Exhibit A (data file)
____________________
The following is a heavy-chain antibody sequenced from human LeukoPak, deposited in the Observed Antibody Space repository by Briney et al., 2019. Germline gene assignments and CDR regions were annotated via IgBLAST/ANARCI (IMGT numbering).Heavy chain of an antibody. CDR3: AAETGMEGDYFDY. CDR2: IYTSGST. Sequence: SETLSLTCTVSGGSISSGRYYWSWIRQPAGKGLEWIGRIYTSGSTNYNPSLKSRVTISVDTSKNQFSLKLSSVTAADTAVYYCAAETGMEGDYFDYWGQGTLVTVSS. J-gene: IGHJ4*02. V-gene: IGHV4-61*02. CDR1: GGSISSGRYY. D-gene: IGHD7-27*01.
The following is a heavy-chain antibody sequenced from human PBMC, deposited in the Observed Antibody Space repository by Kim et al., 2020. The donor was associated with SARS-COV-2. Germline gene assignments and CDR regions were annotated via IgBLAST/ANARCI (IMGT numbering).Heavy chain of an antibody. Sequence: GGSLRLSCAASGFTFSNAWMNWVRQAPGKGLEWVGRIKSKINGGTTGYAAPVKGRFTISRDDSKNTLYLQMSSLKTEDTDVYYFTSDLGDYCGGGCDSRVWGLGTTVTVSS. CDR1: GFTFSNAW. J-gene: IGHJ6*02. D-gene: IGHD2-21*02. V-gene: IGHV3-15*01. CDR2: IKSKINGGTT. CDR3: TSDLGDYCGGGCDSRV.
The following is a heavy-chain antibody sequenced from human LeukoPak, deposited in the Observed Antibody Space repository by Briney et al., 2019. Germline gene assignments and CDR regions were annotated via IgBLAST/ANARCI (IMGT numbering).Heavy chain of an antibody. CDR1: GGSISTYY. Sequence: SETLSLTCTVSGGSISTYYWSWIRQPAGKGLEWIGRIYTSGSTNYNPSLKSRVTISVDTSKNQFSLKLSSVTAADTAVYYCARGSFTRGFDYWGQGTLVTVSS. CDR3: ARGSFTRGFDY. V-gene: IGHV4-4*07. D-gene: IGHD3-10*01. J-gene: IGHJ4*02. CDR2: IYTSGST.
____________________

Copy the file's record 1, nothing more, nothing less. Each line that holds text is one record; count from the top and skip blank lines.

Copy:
The following is a heavy-chain antibody sequenced from human LeukoPak, deposited in the Observed Antibody Space repository by Briney et al., 2019. Germline gene assignments and CDR regions were annotated via IgBLAST/ANARCI (IMGT numbering).Heavy chain of an antibody. CDR3: AAETGMEGDYFDY. CDR2: IYTSGST. Sequence: SETLSLTCTVSGGSISSGRYYWSWIRQPAGKGLEWIGRIYTSGSTNYNPSLKSRVTISVDTSKNQFSLKLSSVTAADTAVYYCAAETGMEGDYFDYWGQGTLVTVSS. J-gene: IGHJ4*02. V-gene: IGHV4-61*02. CDR1: GGSISSGRYY. D-gene: IGHD7-27*01.